Texas Franchise Taxpayers May Need to Consider Filing Protective Refund Claims
The issue of whether receipts from the sale of securities should be included in the franchise tax apportionment factor on a gross or net basis may be heard by the Texas Supreme Court after all. There are two cases, Citgo Petroleum Corp v. Hegar and Conagra Brands, Inc. v. Hegar, for which the court has requested briefing on the merits addressing this issue. While these cases are pending, taxpayers should evaluate whether to file protective refund claims to preserve their rights.
About the Court Cases
In the Citgo case, the Texas Third Court of Appeals held that receipts from the sale of non-inventory securities that were treated as inventory for federal income tax purposes using mark-to-market accounting should be included in the company's franchise tax apportionment factor on a net, rather than gross, basis. The Texas Supreme Court initially denied Citgo's petition for review, but Citgo then filed a motion for rehearing, arguing that the Court of Appeals' opinion was contrary to recent Texas Supreme Court precedent. The Texas Supreme Court granted Citgo's motion for rehearing and ordered briefing on the merits.
In the Conagra case, the Texas Third Court of Appeals also addressed the gross versus net treatment of receipts from the sale of securities for franchise tax apportionment purposes. Conagra argued that its commodity hedges, used to protect against inventory price risk, should be treated as inventory for federal tax purposes and included in its Texas franchise tax apportionment factor on a gross basis. However, the Court of Appeals disagreed, holding that the gross treatment for receipts from the sale of inventory securities did not apply to receipts from non-inventory securities, regardless of whether the securities were treated in a manner similar to inventory for federal income tax purposes. Conagra subsequently petitioned the Texas Supreme Court for review, for which the court requested briefing on the merits.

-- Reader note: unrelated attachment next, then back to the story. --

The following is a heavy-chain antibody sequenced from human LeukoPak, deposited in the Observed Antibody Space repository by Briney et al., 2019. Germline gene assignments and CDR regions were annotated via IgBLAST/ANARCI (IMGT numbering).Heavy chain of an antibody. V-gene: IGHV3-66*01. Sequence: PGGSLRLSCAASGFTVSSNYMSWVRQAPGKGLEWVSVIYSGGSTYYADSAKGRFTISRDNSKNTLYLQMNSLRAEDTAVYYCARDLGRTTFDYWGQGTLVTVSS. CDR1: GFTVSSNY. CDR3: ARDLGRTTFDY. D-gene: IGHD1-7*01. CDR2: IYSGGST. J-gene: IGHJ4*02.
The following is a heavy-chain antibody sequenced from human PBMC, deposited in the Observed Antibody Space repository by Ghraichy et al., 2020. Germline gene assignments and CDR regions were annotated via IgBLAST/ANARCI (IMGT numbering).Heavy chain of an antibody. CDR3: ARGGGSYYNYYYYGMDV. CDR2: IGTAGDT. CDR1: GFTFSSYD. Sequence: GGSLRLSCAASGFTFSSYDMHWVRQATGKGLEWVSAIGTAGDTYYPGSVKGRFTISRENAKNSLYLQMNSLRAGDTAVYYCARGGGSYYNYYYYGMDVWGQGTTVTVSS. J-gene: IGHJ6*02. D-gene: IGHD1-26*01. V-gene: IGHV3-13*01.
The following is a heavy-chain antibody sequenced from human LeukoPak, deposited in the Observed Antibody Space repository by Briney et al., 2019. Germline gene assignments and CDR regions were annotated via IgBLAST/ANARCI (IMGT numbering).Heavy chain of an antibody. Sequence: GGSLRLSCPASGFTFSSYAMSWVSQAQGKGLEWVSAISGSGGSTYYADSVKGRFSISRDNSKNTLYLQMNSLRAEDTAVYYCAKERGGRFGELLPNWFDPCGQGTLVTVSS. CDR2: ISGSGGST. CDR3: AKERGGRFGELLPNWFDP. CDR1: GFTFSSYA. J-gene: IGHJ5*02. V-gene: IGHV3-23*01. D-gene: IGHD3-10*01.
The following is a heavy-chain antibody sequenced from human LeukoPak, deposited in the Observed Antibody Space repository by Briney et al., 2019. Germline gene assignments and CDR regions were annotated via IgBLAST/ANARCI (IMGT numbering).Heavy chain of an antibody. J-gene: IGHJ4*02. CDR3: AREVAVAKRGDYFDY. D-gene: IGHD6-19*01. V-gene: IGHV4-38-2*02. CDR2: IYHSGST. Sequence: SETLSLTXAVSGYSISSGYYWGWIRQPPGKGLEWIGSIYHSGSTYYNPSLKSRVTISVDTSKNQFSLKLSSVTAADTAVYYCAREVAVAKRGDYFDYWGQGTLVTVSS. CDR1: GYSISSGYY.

As a result of the developments in these two cases, the issue whether receipts from the sale of securities should be included in the franchise tax apportionment factor on a gross or net basis remains unsettled. Taxpayers engaged in hedging or futures transactions who filed franchise tax returns on a net basis should consider filing protective refund claims, as this remains an open issue until the Texas Supreme Court takes further action in Citgo and Conagra.
For questions on how the ruling may impact your business, please contact the authors or another member of Holland & Knight's Tax Practice.
Information contained in this alert is for the general education and knowledge of our readers. It is not designed to be, and should not be used as, the sole source of information when analyzing and resolving a legal problem, and it should not be substituted for legal advice, which relies on a specific factual analysis. Moreover, the laws of each jurisdiction are different and are constantly changing. This information is not intended to create, and receipt of it does not constitute, an attorney-client relationship. If you have specific questions regarding a particular fact situation, we urge you to consult the authors of this publication, your Holland & Knight representative or other competent legal counsel.